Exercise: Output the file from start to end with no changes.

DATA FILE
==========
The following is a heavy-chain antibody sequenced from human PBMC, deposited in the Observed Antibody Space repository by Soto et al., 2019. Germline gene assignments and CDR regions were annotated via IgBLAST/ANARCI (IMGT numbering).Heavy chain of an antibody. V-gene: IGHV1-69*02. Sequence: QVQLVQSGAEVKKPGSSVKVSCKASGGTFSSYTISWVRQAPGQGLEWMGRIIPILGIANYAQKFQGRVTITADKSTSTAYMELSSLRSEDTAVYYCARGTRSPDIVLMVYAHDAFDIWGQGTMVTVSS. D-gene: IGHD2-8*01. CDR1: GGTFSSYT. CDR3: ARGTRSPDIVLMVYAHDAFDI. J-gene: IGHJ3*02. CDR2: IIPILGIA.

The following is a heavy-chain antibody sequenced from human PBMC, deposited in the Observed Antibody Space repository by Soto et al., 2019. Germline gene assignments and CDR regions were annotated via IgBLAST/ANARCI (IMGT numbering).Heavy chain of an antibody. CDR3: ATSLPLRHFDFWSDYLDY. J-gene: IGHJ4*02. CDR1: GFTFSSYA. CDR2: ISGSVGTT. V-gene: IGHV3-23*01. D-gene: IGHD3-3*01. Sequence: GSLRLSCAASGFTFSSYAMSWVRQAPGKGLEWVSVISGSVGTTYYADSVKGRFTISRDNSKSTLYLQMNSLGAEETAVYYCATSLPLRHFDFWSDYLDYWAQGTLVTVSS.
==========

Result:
The following is a heavy-chain antibody sequenced from human PBMC, deposited in the Observed Antibody Space repository by Soto et al., 2019. Germline gene assignments and CDR regions were annotated via IgBLAST/ANARCI (IMGT numbering).Heavy chain of an antibody. V-gene: IGHV1-69*02. Sequence: QVQLVQSGAEVKKPGSSVKVSCKASGGTFSSYTISWVRQAPGQGLEWMGRIIPILGIANYAQKFQGRVTITADKSTSTAYMELSSLRSEDTAVYYCARGTRSPDIVLMVYAHDAFDIWGQGTMVTVSS. D-gene: IGHD2-8*01. CDR1: GGTFSSYT. CDR3: ARGTRSPDIVLMVYAHDAFDI. J-gene: IGHJ3*02. CDR2: IIPILGIA.

The following is a heavy-chain antibody sequenced from human PBMC, deposited in the Observed Antibody Space repository by Soto et al., 2019. Germline gene assignments and CDR regions were annotated via IgBLAST/ANARCI (IMGT numbering).Heavy chain of an antibody. CDR3: ATSLPLRHFDFWSDYLDY. J-gene: IGHJ4*02. CDR1: GFTFSSYA. CDR2: ISGSVGTT. V-gene: IGHV3-23*01. D-gene: IGHD3-3*01. Sequence: GSLRLSCAASGFTFSSYAMSWVRQAPGKGLEWVSVISGSVGTTYYADSVKGRFTISRDNSKSTLYLQMNSLGAEETAVYYCATSLPLRHFDFWSDYLDYWAQGTLVTVSS.